Operating Tips On Caring For Kids - Part 10
You've taken the steps to get your center in good order. Based on the program evaluation you know what your current customers think of you, and you know your strengths. If you have decided to market your program through the use of brochures or other written forms, it is a good idea to start collecting brochures, flyers, and advertisements from other businesses and kids care programs. Determine what you liked and didn't like about each piece and use your likes and dislikes as the initial foundation for your design.
Then create a consistent logo or slogan for your program. Consistency adds strength to your advertising. Use your logo and slogan on your stationery, in your ads, your program and family handbooks. Do-it-yourself people should be cautious. Poor grammar, ineffective layout and design, and poorly completed printing jobs can send a very negative message. Be careful to avoid negative connotations in your slogan and logo selection.
Utilizing the Internet and creating a Web site for your program is no longer a torturous or expensive process. Many Web companies offer simple Web pages for little to no cost. These sites have built-in instructions to aid the novice in the basic design of a Web page. You no longer need to be an expert in programming and coding or even know what the meaning of HTML is. There are ample places you can find through a simple search engine query where you can just type in the specific words that best define your business in a format that resembles a data entry form. No coding to be seen anywhere at all. Then you can upload a couple of photos that you might already have on your hard drive, press Publish and you're done. Instant web presence in a matter of minutes with no pain, no strain, no coding, no learning what a tag is, and best of all without paying some web designer well into three or even four figures to make the website up for you!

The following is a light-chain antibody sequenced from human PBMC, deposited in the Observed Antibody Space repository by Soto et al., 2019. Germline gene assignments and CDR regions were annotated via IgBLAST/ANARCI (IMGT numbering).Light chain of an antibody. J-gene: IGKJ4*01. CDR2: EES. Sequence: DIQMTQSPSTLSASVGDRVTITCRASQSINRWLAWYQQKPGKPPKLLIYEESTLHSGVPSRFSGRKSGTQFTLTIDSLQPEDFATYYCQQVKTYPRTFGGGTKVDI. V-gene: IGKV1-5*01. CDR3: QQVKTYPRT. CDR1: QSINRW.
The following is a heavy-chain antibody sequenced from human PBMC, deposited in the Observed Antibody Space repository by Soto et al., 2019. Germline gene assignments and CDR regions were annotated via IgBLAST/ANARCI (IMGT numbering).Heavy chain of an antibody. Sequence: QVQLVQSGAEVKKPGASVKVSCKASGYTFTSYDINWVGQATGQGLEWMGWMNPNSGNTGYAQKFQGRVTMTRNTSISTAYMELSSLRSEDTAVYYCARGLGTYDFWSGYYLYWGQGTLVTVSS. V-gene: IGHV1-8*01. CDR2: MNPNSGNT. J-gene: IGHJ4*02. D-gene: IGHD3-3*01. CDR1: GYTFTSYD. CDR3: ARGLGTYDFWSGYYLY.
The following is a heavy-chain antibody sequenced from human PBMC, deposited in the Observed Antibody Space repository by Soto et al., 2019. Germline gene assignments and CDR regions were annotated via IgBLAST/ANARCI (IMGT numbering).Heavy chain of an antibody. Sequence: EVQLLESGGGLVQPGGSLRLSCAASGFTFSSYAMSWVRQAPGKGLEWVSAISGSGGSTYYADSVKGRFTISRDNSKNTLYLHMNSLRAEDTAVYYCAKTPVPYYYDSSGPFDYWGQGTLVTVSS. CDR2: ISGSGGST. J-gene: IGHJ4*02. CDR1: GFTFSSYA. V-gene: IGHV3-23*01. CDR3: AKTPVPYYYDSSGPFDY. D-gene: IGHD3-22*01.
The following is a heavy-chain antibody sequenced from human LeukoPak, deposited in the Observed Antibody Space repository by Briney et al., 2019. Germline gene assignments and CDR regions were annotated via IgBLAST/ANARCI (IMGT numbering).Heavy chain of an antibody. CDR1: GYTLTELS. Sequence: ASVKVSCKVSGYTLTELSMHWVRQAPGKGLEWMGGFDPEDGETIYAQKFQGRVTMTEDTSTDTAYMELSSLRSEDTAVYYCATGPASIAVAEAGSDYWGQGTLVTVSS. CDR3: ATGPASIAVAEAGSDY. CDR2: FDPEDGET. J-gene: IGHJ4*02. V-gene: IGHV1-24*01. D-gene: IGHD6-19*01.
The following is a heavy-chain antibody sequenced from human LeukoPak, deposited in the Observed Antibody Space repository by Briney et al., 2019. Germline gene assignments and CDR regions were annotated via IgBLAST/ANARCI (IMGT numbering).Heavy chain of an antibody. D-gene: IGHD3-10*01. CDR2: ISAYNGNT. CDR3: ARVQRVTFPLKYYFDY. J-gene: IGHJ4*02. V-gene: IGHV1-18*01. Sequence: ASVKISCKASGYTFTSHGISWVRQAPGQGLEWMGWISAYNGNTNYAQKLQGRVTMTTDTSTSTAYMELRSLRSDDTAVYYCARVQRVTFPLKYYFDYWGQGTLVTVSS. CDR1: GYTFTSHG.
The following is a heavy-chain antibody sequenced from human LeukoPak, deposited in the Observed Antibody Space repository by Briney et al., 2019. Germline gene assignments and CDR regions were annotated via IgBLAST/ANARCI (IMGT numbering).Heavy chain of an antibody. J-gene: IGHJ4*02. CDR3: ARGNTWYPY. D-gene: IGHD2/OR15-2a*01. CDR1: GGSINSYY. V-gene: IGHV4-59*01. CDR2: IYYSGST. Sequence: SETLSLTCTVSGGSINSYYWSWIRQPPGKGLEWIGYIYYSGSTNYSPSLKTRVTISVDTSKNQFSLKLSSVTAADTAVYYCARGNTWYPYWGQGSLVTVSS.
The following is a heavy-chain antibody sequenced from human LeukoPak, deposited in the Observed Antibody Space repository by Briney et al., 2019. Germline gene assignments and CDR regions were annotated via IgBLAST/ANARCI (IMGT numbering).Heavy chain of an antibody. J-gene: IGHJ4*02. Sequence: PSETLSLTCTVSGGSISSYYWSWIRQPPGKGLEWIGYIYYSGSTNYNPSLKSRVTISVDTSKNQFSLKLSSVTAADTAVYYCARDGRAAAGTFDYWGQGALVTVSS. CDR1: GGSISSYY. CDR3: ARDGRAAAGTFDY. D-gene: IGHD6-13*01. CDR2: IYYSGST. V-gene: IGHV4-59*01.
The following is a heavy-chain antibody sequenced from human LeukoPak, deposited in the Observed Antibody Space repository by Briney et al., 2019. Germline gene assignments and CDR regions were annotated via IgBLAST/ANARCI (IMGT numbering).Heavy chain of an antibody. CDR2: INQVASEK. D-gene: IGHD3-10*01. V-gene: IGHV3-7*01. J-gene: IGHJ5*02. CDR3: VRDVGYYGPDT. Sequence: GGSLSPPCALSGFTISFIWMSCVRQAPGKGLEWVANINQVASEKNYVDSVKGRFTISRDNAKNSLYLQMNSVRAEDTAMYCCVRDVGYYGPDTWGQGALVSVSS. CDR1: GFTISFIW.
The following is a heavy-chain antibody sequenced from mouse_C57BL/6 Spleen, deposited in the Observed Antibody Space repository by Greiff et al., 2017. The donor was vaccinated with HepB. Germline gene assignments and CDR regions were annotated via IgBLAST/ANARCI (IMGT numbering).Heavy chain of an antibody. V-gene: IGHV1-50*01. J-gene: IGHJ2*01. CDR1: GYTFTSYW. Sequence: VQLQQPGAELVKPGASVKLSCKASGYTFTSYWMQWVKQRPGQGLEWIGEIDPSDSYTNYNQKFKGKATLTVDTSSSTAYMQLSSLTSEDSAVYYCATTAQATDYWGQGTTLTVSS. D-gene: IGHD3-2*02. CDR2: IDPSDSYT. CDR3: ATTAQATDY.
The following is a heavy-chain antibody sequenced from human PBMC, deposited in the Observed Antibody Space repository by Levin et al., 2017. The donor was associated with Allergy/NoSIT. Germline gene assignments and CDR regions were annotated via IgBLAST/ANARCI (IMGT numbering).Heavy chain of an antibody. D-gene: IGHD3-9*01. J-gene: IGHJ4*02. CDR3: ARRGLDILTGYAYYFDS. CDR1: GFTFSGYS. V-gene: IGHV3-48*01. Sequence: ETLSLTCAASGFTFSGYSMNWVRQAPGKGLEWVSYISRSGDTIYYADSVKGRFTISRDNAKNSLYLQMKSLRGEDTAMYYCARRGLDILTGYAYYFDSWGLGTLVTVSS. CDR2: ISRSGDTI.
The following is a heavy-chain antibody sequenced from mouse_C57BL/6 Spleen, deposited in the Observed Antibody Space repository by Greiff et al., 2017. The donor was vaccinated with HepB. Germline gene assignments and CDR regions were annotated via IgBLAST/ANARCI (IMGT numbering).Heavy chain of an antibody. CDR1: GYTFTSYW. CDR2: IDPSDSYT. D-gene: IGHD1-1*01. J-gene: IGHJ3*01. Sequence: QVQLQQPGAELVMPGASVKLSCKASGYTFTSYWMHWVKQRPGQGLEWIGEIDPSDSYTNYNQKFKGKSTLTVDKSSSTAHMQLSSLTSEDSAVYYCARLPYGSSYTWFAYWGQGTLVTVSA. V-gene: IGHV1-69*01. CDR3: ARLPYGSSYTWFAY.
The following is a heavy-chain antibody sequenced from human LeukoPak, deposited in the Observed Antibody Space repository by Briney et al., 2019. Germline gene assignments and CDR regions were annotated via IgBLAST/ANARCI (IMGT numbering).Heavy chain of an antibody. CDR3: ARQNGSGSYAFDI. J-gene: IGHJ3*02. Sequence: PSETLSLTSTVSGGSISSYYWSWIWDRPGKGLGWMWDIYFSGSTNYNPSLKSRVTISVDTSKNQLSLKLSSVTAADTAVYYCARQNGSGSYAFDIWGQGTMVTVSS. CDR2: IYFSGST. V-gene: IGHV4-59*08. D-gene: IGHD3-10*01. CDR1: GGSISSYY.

Projects, such as the label collection programs, allow for the increase in involvement from your program parents and the community. This increase in involvement can translate to an increase in revenue or at least a decrease in expenses.
How does that work? For the parents: an involved parent is a committed parent and that reduces family-turnover and increases positive word-of-mouth advertising. Utilizing the parents' skills in areas such as landscaping, building-maintenance, and desktop publishing could help reduce overall expenses.
With the community: businesses, civic, and professional associations that are involved in your program may be willing to find other ways to help. After becoming familiar with your center, businesses may donate items, provide special funding, offer technical assistance, or other forms of support. Civic and professional associations may offer scholarships, assist with fundraisers, or provide volunteers for special events.
Creating a marketing plan and increasing your center's revenue are important factors for your program's continued success. It may be a difficult task, but it isn't impossible. Try it!